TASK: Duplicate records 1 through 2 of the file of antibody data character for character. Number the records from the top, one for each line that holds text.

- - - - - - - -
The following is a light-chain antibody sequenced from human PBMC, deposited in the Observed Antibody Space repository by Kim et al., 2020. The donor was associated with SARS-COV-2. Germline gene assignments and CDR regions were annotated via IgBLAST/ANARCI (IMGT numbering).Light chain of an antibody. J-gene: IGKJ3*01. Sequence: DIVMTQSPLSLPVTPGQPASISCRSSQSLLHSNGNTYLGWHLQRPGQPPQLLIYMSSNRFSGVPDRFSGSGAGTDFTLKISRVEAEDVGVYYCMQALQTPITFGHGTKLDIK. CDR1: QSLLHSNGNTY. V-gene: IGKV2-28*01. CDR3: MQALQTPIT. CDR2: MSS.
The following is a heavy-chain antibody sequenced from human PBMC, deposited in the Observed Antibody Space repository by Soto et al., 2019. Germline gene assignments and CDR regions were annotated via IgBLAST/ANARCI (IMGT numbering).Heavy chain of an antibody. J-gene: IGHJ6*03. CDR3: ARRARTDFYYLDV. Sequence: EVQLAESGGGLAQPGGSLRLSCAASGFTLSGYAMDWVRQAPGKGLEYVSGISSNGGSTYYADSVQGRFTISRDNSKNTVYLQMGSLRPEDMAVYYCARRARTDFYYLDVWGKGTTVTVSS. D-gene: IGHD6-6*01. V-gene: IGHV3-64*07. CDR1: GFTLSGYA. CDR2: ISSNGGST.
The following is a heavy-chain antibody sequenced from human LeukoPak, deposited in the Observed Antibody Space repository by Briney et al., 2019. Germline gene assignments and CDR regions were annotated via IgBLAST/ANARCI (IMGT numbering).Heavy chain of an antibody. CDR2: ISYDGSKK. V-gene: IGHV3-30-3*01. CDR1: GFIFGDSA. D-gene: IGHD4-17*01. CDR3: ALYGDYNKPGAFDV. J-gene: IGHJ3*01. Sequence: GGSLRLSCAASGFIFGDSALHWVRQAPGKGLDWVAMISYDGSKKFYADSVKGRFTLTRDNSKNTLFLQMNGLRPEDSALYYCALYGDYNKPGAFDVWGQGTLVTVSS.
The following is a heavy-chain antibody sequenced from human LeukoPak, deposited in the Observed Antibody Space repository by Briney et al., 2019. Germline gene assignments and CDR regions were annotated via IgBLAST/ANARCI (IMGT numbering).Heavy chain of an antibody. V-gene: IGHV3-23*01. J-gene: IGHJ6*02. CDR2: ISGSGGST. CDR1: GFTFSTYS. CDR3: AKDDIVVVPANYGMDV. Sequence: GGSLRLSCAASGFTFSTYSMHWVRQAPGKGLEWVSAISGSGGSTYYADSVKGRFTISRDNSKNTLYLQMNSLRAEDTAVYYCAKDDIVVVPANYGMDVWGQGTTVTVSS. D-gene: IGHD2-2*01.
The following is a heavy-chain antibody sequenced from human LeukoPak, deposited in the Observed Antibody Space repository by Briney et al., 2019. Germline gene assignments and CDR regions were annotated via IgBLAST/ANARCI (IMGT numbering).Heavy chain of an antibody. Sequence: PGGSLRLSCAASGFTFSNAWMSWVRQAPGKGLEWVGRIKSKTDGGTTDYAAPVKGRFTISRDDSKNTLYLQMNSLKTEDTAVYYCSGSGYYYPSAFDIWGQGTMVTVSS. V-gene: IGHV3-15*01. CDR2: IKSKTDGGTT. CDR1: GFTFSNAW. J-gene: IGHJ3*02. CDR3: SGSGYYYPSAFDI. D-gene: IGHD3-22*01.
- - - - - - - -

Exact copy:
The following is a light-chain antibody sequenced from human PBMC, deposited in the Observed Antibody Space repository by Kim et al., 2020. The donor was associated with SARS-COV-2. Germline gene assignments and CDR regions were annotated via IgBLAST/ANARCI (IMGT numbering).Light chain of an antibody. J-gene: IGKJ3*01. Sequence: DIVMTQSPLSLPVTPGQPASISCRSSQSLLHSNGNTYLGWHLQRPGQPPQLLIYMSSNRFSGVPDRFSGSGAGTDFTLKISRVEAEDVGVYYCMQALQTPITFGHGTKLDIK. CDR1: QSLLHSNGNTY. V-gene: IGKV2-28*01. CDR3: MQALQTPIT. CDR2: MSS.
The following is a heavy-chain antibody sequenced from human PBMC, deposited in the Observed Antibody Space repository by Soto et al., 2019. Germline gene assignments and CDR regions were annotated via IgBLAST/ANARCI (IMGT numbering).Heavy chain of an antibody. J-gene: IGHJ6*03. CDR3: ARRARTDFYYLDV. Sequence: EVQLAESGGGLAQPGGSLRLSCAASGFTLSGYAMDWVRQAPGKGLEYVSGISSNGGSTYYADSVQGRFTISRDNSKNTVYLQMGSLRPEDMAVYYCARRARTDFYYLDVWGKGTTVTVSS. D-gene: IGHD6-6*01. V-gene: IGHV3-64*07. CDR1: GFTLSGYA. CDR2: ISSNGGST.